Investing Is Gambling, by Definition
The necessary qualifier is that I agree with Mark Patinkin about the immoral behavior of Goldman Sachs. If I had money to invest, I would most definitely invest it elsewhere, and if I already had that money with Goldman, I’d move it. There’s a moral obligation to punish companies, in that way, and it’s the credulous person, indeed, who can trust Goldman Sachs in particular.
But truth be told, it’s a credulous person who trusts Wall Street players more than is absolutely necessary, to begin with. They’ve been greedy villains in the popular mind at least for decades. Yet, Patinkin writes:
Some have said it’s different for Goldman’s individual clients — those who give their personal portfolios to Goldman to manage.
But in truth, there are conflicts even on that level. Goldman doesn’t just put such clients into the same mix of stocks and bonds the independent broker down the block might pick. Houses like Goldman are known to push their own in-house funds on investors — including hedge funds. That’s a good deal for Goldman, since they charge a few percent in fees on the investor’s portfolio value — as well as a staggering 20 percent of profits the investor gets if the hedge fund goes up. You’d think such outsized profits would mean clients, out of fairness, get a break if the hedge fund goes down, or underperforms. Hardly. It’s a heads-they-win, tails-you-lose game. If the funds tank, the firms still take percentage fees for their bad work. And worse, clients aren’t able to get out of those bad hedge funds for months or more, since the rules lock them in for set periods. So if Goldman’s fund managers place stupid bets, as they certainly have in the recent past, investors have to keep riding them downhill.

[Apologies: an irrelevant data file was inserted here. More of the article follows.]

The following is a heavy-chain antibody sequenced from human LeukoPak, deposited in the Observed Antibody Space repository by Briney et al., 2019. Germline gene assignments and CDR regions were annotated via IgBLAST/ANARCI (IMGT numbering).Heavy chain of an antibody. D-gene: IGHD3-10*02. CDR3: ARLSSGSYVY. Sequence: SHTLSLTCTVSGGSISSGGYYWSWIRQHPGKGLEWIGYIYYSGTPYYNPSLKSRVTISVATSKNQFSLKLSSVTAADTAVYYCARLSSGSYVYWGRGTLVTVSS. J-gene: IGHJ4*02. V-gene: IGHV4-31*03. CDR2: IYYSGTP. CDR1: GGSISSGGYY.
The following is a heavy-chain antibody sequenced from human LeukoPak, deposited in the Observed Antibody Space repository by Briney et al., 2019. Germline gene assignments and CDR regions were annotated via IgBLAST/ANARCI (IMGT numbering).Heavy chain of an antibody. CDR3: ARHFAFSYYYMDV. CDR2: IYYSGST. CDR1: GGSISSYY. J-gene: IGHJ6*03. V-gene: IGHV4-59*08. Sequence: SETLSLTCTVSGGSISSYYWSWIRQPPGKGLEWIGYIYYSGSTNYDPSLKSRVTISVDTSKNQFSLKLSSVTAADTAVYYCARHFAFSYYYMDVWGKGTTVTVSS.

The heads I win, tails you lose, game was written into the rules from the beginning. The problem, over the past couple of decades, is that we began to persuade ourselves that they were suspended by success. With government backing giving a sense of security to risky mortgages and with the same individual daydream that keeps people funding governments through lottery revenue, we thought we could play the investors’ game without real risk, and without the careful bet hedging and self preservation that characterizes the large firms.
If we’re to learn from current events, we must not only investigate the factors that kept us from having information that we could have used, but ponder the factors that kept us from acting on information that we already had.